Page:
Hugh Grant established his career appearing in dozens of romantic comedy films, but the actor says he is now "relieved" that he no longer has to play the "charming leading man."
"It is odd for me because I almost do enjoy acting now," he said during an appearance on "The Late Show with James Corden," according to The Hollywood Reporter.
"It’s been such a relief to not have to be a charming leading man. I gave that my best shot, and some of those films I did, I love them and I love them for being popular. I’m grateful for them ... but it has been a relief now that I’m allowed to be twisted, ugly, weird, misshapen."
Grant shot to fame after he was cast as Charles opposite Andie MacDowell in 1994's "Four Weddings and a Funeral." The role paved the way for his success. Over the next several years, Grant featured in various films including "Nottinghill" with Julia Roberts, "Two Weeks Notice" opposite Sandra Bullock, "Music and Lyrics" with Drew Barrymore, and Daniel Cleaver in "Bridget Jones's Diary," Independent noted.
However, he later broadened his scope to play multi-layered characters in films including "A Very English Scandal," Guy Ritchie’s "The Gentlemen," as well as next to Nicole Kidman in the HBO drama "The Undoing."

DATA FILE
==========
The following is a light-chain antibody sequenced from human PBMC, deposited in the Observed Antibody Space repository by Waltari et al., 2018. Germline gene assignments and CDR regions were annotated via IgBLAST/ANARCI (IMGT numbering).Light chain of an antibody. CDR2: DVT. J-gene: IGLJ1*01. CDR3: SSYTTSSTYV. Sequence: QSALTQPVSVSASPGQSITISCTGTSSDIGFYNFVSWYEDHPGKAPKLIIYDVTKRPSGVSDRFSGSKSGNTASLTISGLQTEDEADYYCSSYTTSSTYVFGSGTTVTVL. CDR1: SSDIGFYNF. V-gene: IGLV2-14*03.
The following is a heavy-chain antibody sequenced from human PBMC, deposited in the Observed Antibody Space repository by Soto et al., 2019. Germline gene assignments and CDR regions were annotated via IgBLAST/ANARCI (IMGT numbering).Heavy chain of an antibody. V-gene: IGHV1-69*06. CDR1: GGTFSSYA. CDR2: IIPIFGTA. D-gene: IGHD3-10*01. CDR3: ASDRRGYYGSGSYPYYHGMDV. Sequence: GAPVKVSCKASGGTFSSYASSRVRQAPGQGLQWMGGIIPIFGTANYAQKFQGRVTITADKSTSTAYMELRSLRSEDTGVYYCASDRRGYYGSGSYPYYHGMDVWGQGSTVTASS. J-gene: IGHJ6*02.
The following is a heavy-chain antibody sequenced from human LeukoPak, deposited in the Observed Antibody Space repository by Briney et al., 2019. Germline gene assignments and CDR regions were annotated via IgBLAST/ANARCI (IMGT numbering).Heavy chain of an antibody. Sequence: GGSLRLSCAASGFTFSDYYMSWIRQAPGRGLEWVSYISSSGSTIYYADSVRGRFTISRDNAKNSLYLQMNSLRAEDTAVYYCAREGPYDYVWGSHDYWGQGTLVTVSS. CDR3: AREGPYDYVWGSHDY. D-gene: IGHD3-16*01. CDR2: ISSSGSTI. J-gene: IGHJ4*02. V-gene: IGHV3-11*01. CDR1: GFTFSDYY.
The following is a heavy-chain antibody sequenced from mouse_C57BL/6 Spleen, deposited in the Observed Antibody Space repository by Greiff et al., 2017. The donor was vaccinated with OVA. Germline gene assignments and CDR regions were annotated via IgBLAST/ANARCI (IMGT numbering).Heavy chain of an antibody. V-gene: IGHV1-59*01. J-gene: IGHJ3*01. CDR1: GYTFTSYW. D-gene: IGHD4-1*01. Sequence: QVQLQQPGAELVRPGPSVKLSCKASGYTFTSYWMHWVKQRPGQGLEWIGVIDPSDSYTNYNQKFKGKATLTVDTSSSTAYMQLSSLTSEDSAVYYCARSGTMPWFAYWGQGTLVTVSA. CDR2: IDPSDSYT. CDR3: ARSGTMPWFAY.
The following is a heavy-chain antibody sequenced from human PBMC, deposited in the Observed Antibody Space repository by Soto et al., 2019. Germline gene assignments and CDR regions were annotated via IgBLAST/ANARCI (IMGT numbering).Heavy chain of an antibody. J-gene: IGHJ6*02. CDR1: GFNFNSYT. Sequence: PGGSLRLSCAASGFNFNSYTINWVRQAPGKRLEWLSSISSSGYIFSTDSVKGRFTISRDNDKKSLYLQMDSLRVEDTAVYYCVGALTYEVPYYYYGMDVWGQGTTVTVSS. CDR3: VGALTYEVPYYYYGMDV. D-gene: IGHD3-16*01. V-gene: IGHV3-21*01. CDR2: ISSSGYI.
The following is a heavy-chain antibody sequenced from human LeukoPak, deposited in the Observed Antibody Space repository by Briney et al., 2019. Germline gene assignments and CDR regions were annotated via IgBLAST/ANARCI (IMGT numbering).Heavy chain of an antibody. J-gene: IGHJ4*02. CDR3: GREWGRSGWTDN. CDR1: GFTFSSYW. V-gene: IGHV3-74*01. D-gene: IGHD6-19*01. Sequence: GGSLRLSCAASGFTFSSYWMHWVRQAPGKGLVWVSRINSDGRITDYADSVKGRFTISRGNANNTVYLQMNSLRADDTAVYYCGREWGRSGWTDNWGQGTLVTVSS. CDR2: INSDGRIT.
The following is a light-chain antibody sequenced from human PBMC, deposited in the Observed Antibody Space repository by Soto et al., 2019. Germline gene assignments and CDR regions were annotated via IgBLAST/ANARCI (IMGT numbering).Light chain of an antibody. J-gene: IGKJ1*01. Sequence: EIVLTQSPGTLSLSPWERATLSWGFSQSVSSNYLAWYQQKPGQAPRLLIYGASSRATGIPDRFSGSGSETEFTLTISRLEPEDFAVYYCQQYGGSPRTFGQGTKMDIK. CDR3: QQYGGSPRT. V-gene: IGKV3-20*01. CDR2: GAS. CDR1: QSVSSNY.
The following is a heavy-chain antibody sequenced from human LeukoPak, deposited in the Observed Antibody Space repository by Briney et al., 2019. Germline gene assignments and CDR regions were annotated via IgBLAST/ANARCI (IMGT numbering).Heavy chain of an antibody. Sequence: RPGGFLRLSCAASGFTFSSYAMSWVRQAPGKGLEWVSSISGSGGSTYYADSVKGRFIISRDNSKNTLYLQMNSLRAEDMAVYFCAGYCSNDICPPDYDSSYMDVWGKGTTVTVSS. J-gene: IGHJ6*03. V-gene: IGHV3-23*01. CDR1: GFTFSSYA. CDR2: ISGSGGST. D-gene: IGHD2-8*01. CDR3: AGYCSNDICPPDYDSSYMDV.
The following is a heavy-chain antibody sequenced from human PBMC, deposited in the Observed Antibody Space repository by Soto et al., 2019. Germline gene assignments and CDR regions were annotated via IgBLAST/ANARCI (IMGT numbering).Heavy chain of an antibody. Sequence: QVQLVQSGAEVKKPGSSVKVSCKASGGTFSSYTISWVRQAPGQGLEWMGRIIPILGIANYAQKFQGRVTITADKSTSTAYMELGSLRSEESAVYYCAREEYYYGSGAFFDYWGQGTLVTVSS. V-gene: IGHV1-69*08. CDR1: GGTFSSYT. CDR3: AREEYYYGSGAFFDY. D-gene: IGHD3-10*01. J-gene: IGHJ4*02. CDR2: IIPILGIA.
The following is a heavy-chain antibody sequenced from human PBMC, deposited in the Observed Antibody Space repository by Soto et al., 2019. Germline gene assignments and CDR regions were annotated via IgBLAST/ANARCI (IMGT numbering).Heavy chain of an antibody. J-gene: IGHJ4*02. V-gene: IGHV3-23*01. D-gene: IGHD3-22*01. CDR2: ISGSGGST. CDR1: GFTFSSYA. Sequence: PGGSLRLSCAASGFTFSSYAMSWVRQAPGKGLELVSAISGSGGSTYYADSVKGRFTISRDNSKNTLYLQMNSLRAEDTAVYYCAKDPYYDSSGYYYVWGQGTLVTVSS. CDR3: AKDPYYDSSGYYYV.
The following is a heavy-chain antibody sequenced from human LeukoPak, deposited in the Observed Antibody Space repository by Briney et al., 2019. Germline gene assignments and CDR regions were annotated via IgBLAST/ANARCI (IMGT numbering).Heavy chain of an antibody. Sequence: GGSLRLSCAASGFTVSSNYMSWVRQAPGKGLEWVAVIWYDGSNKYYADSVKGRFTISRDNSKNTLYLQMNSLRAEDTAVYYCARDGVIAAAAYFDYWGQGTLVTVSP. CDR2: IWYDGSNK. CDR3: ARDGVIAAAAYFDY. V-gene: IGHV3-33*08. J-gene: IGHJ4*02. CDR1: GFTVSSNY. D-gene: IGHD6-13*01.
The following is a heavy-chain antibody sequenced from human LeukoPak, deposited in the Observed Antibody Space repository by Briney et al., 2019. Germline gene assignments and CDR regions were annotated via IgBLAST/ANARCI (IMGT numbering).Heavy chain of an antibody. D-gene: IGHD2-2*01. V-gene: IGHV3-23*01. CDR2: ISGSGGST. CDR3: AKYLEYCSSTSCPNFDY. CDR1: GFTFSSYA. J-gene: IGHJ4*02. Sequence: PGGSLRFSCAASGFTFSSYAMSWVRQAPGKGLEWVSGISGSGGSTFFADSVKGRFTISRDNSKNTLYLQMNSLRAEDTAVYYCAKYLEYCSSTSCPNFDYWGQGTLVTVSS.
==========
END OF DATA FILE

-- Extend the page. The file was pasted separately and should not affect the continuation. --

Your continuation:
Grant spoke about his darker roles last year in an interview with Terry Gross for NPR.
"It's alarming how many pretty unpleasant narcissists I've played or been offered in the last six or seven years," he said. "It's certainly been a blessed relief after having to be Mr. Nice Guy for so many years — which is a thankless task for any actor."
Grant added that he was "pretty good" at portraying narcissists in his films because "there's plenty in my business."
"I've also spent a good deal of the last decade surprisingly close to politicians, and they rival anyone I know in show business for narcissism," he said. "I'm a great believer in whoever said, "Politics is show business for the ugly." That is absolutely true, [there is] extraordinary egomania going on there. So I've seen a lot of that stuff up close."
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